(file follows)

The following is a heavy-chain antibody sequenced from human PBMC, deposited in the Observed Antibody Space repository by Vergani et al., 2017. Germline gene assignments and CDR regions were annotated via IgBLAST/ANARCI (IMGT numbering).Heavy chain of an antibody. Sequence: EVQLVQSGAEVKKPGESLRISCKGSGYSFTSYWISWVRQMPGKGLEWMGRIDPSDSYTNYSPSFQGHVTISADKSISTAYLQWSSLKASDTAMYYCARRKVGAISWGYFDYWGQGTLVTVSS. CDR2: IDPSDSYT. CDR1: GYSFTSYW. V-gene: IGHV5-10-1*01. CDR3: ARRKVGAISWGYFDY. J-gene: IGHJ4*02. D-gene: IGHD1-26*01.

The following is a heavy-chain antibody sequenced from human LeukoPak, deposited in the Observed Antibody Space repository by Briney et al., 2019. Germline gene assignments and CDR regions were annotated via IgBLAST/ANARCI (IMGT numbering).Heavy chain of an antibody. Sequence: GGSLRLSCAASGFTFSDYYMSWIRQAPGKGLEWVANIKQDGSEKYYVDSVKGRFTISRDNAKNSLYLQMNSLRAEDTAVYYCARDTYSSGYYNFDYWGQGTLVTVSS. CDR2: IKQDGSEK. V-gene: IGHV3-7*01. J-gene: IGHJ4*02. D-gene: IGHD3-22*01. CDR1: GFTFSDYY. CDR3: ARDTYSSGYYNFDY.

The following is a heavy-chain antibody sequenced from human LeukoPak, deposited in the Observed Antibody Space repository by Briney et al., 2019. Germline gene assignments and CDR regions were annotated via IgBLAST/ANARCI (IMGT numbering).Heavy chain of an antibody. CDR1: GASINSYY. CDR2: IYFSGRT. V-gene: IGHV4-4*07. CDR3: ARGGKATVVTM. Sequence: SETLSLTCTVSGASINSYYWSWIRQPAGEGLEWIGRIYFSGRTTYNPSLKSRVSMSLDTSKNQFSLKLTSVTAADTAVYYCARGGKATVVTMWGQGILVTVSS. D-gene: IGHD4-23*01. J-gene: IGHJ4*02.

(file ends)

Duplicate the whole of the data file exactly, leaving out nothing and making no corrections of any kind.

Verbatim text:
The following is a heavy-chain antibody sequenced from human PBMC, deposited in the Observed Antibody Space repository by Vergani et al., 2017. Germline gene assignments and CDR regions were annotated via IgBLAST/ANARCI (IMGT numbering).Heavy chain of an antibody. Sequence: EVQLVQSGAEVKKPGESLRISCKGSGYSFTSYWISWVRQMPGKGLEWMGRIDPSDSYTNYSPSFQGHVTISADKSISTAYLQWSSLKASDTAMYYCARRKVGAISWGYFDYWGQGTLVTVSS. CDR2: IDPSDSYT. CDR1: GYSFTSYW. V-gene: IGHV5-10-1*01. CDR3: ARRKVGAISWGYFDY. J-gene: IGHJ4*02. D-gene: IGHD1-26*01.

The following is a heavy-chain antibody sequenced from human LeukoPak, deposited in the Observed Antibody Space repository by Briney et al., 2019. Germline gene assignments and CDR regions were annotated via IgBLAST/ANARCI (IMGT numbering).Heavy chain of an antibody. Sequence: GGSLRLSCAASGFTFSDYYMSWIRQAPGKGLEWVANIKQDGSEKYYVDSVKGRFTISRDNAKNSLYLQMNSLRAEDTAVYYCARDTYSSGYYNFDYWGQGTLVTVSS. CDR2: IKQDGSEK. V-gene: IGHV3-7*01. J-gene: IGHJ4*02. D-gene: IGHD3-22*01. CDR1: GFTFSDYY. CDR3: ARDTYSSGYYNFDY.

The following is a heavy-chain antibody sequenced from human LeukoPak, deposited in the Observed Antibody Space repository by Briney et al., 2019. Germline gene assignments and CDR regions were annotated via IgBLAST/ANARCI (IMGT numbering).Heavy chain of an antibody. CDR1: GASINSYY. CDR2: IYFSGRT. V-gene: IGHV4-4*07. CDR3: ARGGKATVVTM. Sequence: SETLSLTCTVSGASINSYYWSWIRQPAGEGLEWIGRIYFSGRTTYNPSLKSRVSMSLDTSKNQFSLKLTSVTAADTAVYYCARGGKATVVTMWGQGILVTVSS. D-gene: IGHD4-23*01. J-gene: IGHJ4*02.